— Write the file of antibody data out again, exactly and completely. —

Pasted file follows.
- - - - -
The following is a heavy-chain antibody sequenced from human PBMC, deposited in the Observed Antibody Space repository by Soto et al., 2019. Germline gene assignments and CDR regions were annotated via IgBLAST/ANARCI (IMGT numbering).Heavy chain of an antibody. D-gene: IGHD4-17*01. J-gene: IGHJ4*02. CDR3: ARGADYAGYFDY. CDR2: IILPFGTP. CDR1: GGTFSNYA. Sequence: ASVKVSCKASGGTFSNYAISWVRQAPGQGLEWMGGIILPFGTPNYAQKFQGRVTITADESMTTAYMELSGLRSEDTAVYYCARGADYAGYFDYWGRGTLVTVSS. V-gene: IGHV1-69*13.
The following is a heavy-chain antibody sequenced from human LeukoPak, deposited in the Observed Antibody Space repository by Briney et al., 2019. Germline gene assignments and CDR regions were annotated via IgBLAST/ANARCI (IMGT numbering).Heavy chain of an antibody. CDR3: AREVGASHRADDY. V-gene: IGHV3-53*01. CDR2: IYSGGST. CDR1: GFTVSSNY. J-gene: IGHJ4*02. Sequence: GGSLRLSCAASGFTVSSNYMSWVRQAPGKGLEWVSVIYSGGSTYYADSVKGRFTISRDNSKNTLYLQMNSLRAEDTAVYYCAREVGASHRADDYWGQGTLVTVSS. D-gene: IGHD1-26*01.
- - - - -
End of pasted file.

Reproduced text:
The following is a heavy-chain antibody sequenced from human PBMC, deposited in the Observed Antibody Space repository by Soto et al., 2019. Germline gene assignments and CDR regions were annotated via IgBLAST/ANARCI (IMGT numbering).Heavy chain of an antibody. D-gene: IGHD4-17*01. J-gene: IGHJ4*02. CDR3: ARGADYAGYFDY. CDR2: IILPFGTP. CDR1: GGTFSNYA. Sequence: ASVKVSCKASGGTFSNYAISWVRQAPGQGLEWMGGIILPFGTPNYAQKFQGRVTITADESMTTAYMELSGLRSEDTAVYYCARGADYAGYFDYWGRGTLVTVSS. V-gene: IGHV1-69*13.
The following is a heavy-chain antibody sequenced from human LeukoPak, deposited in the Observed Antibody Space repository by Briney et al., 2019. Germline gene assignments and CDR regions were annotated via IgBLAST/ANARCI (IMGT numbering).Heavy chain of an antibody. CDR3: AREVGASHRADDY. V-gene: IGHV3-53*01. CDR2: IYSGGST. CDR1: GFTVSSNY. J-gene: IGHJ4*02. Sequence: GGSLRLSCAASGFTVSSNYMSWVRQAPGKGLEWVSVIYSGGSTYYADSVKGRFTISRDNSKNTLYLQMNSLRAEDTAVYYCAREVGASHRADDYWGQGTLVTVSS. D-gene: IGHD1-26*01.